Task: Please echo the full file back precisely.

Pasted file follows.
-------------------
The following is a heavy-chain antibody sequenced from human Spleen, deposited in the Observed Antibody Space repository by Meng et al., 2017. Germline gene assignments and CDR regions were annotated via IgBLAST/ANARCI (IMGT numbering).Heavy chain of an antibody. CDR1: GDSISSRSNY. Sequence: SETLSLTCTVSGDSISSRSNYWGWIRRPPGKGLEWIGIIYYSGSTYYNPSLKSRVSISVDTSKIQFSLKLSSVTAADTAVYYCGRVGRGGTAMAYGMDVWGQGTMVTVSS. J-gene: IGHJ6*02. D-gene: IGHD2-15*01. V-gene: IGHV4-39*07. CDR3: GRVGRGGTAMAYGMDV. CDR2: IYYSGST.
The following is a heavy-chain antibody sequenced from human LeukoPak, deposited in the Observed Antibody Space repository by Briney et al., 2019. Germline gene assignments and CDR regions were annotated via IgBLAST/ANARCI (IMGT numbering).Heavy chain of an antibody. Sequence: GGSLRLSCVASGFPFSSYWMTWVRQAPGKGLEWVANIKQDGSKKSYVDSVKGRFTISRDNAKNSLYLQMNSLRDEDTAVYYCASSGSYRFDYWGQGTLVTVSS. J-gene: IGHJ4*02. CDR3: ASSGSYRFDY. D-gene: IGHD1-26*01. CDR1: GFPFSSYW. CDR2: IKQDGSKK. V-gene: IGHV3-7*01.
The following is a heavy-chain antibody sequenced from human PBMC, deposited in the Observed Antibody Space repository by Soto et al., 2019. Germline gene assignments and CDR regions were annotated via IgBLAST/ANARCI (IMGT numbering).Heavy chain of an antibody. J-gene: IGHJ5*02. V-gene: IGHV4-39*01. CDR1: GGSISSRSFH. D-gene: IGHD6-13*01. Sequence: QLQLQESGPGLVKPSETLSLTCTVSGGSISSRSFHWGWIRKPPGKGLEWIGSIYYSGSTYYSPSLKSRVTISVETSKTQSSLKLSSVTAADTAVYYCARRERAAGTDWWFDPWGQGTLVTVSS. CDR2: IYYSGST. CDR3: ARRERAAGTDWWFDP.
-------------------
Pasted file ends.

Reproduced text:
The following is a heavy-chain antibody sequenced from human Spleen, deposited in the Observed Antibody Space repository by Meng et al., 2017. Germline gene assignments and CDR regions were annotated via IgBLAST/ANARCI (IMGT numbering).Heavy chain of an antibody. CDR1: GDSISSRSNY. Sequence: SETLSLTCTVSGDSISSRSNYWGWIRRPPGKGLEWIGIIYYSGSTYYNPSLKSRVSISVDTSKIQFSLKLSSVTAADTAVYYCGRVGRGGTAMAYGMDVWGQGTMVTVSS. J-gene: IGHJ6*02. D-gene: IGHD2-15*01. V-gene: IGHV4-39*07. CDR3: GRVGRGGTAMAYGMDV. CDR2: IYYSGST.
The following is a heavy-chain antibody sequenced from human LeukoPak, deposited in the Observed Antibody Space repository by Briney et al., 2019. Germline gene assignments and CDR regions were annotated via IgBLAST/ANARCI (IMGT numbering).Heavy chain of an antibody. Sequence: GGSLRLSCVASGFPFSSYWMTWVRQAPGKGLEWVANIKQDGSKKSYVDSVKGRFTISRDNAKNSLYLQMNSLRDEDTAVYYCASSGSYRFDYWGQGTLVTVSS. J-gene: IGHJ4*02. CDR3: ASSGSYRFDY. D-gene: IGHD1-26*01. CDR1: GFPFSSYW. CDR2: IKQDGSKK. V-gene: IGHV3-7*01.
The following is a heavy-chain antibody sequenced from human PBMC, deposited in the Observed Antibody Space repository by Soto et al., 2019. Germline gene assignments and CDR regions were annotated via IgBLAST/ANARCI (IMGT numbering).Heavy chain of an antibody. J-gene: IGHJ5*02. V-gene: IGHV4-39*01. CDR1: GGSISSRSFH. D-gene: IGHD6-13*01. Sequence: QLQLQESGPGLVKPSETLSLTCTVSGGSISSRSFHWGWIRKPPGKGLEWIGSIYYSGSTYYSPSLKSRVTISVETSKTQSSLKLSSVTAADTAVYYCARRERAAGTDWWFDPWGQGTLVTVSS. CDR2: IYYSGST. CDR3: ARRERAAGTDWWFDP.